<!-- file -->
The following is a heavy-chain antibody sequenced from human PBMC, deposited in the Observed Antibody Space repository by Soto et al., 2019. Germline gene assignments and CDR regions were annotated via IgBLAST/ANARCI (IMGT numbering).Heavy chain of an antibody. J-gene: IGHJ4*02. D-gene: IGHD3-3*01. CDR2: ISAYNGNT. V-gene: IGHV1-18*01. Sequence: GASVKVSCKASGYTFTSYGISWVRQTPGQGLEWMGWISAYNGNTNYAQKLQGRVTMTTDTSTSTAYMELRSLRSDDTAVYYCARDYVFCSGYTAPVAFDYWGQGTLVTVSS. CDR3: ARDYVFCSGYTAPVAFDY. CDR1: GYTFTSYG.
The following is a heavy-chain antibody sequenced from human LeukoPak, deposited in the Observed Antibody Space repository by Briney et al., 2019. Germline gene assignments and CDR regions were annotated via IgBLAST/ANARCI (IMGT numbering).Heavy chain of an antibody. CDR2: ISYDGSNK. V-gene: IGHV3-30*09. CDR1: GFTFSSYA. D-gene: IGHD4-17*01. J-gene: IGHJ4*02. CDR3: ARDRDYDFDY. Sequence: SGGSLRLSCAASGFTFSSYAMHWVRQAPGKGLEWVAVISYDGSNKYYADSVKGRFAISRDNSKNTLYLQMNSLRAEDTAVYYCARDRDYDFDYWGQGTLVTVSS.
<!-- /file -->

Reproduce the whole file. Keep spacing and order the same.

The following is a heavy-chain antibody sequenced from human PBMC, deposited in the Observed Antibody Space repository by Soto et al., 2019. Germline gene assignments and CDR regions were annotated via IgBLAST/ANARCI (IMGT numbering).Heavy chain of an antibody. J-gene: IGHJ4*02. D-gene: IGHD3-3*01. CDR2: ISAYNGNT. V-gene: IGHV1-18*01. Sequence: GASVKVSCKASGYTFTSYGISWVRQTPGQGLEWMGWISAYNGNTNYAQKLQGRVTMTTDTSTSTAYMELRSLRSDDTAVYYCARDYVFCSGYTAPVAFDYWGQGTLVTVSS. CDR3: ARDYVFCSGYTAPVAFDY. CDR1: GYTFTSYG.
The following is a heavy-chain antibody sequenced from human LeukoPak, deposited in the Observed Antibody Space repository by Briney et al., 2019. Germline gene assignments and CDR regions were annotated via IgBLAST/ANARCI (IMGT numbering).Heavy chain of an antibody. CDR2: ISYDGSNK. V-gene: IGHV3-30*09. CDR1: GFTFSSYA. D-gene: IGHD4-17*01. J-gene: IGHJ4*02. CDR3: ARDRDYDFDY. Sequence: SGGSLRLSCAASGFTFSSYAMHWVRQAPGKGLEWVAVISYDGSNKYYADSVKGRFAISRDNSKNTLYLQMNSLRAEDTAVYYCARDRDYDFDYWGQGTLVTVSS.